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Massachusetts Activists Protest Senate Bill To Repeal Obamacare

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Activists protested the Senate healthcare bill on Thursday.
Craig LeMoult/WGBH

Healthcare workers and other activists protested Thursday against the Senate Republicans' bill to repeal the Affordable Care Act.

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Brian Rosman of Healthcare For All speaks at Thursday's rally
Craig LeMoult/WGBH

Brian Rosman of the group Healthcare for All says hundreds of thousands of people covered by the Massachusetts Health Connector and by the state's medicaid program, known as Mass Health, could lose coverage under the GOP bill. He says they're asking people to call friends and family in other states.

"Our senators, Sen. Warren, Sen. Markey,  are 100 percent with us, and they're planning to oppose this bill with all their heart and soul," Rosman said. "But I have parents in Arizona. Arizona has a swing senator. So I've asked them to call their senator. And that's what we're asking people in other states to do."

The Senate bill would impose several cuts on Medicaid, including a slower annual growth rate starting in 2025.

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Lori Abrams Berry, the CEO of Lynn Community Health Care says almost two thirds of their patients are on the state's Medicaid program. Berry said without the preventive primary care the center provides many would likely end up in the emergency room.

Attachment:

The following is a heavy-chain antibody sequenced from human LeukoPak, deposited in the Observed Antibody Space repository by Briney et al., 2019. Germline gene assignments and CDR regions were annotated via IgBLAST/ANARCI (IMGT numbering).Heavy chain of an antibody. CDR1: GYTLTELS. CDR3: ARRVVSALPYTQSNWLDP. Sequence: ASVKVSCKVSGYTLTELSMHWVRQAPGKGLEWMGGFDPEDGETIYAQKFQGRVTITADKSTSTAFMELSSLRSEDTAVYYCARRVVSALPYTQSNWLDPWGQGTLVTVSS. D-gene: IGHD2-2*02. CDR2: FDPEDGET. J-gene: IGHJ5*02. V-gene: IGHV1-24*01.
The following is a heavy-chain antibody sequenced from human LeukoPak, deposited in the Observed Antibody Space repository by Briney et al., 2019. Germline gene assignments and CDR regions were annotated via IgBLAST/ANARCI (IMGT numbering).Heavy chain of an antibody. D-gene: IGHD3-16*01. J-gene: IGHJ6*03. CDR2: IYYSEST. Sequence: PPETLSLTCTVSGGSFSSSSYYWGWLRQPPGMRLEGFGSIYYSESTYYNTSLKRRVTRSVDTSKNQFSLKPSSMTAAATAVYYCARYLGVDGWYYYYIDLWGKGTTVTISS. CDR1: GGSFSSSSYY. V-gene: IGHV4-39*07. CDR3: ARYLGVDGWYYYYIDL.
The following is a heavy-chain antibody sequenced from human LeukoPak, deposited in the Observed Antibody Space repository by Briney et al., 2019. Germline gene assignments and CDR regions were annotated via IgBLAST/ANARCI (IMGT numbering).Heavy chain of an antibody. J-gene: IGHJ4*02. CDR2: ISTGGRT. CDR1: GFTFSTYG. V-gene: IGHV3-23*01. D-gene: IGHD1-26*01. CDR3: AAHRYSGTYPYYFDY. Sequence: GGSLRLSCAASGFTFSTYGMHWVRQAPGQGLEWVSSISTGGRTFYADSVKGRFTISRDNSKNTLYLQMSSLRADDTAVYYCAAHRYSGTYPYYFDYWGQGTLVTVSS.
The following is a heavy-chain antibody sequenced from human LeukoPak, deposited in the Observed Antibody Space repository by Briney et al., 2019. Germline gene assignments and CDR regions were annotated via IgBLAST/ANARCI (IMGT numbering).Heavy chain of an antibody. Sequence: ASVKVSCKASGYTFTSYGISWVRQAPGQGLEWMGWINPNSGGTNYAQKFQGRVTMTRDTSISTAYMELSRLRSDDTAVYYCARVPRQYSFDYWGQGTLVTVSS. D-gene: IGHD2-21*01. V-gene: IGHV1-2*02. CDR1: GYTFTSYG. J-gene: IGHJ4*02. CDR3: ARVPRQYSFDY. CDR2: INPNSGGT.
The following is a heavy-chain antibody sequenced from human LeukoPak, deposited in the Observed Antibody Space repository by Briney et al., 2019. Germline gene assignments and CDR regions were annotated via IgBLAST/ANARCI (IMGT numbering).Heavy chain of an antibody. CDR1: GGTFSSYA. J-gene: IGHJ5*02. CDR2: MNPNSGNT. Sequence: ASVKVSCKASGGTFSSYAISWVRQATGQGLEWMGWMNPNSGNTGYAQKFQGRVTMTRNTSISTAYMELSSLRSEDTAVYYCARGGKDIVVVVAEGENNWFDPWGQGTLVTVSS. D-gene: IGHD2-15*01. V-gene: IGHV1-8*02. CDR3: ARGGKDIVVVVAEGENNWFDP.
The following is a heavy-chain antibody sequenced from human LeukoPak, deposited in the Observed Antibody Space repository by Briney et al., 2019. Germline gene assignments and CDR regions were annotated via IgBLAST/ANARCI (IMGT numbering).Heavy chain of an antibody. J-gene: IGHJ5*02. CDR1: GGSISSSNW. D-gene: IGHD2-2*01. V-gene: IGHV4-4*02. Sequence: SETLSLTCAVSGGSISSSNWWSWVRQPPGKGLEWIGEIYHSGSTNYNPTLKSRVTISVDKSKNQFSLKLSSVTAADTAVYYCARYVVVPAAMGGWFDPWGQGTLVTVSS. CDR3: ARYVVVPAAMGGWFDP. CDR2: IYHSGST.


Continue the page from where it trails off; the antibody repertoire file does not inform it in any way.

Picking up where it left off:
"Maybe not all 28,000 of my patients will lose their coverage, but a good amount of them will," she said. "And what will happen also is that a lot of the services they get now from MassHealth that are covered will not be covered."

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Lori Abrams Berry of Lynn Community Health Center, speaking at Thursday's rally
Craig LeMoult/WGBH

She said that may include the patients they treat for opioid addiction.
 
"We have 500 people now under medication-assisted treatment like Suboxone, Subutex [and] Vivitrol," she said. "I don't know how we would do it without Medicaid, and I don't know whether the people who are addicted would be the ones who would retain Medicaid coverage under this bill."
 
Earlier Thursday, top Republicans have agreed to add $45 billion for battling opioid abuse to their bill. But the measure's fate is still uncertain, as leaders confront an expanding chorus of GOP detractors.
 

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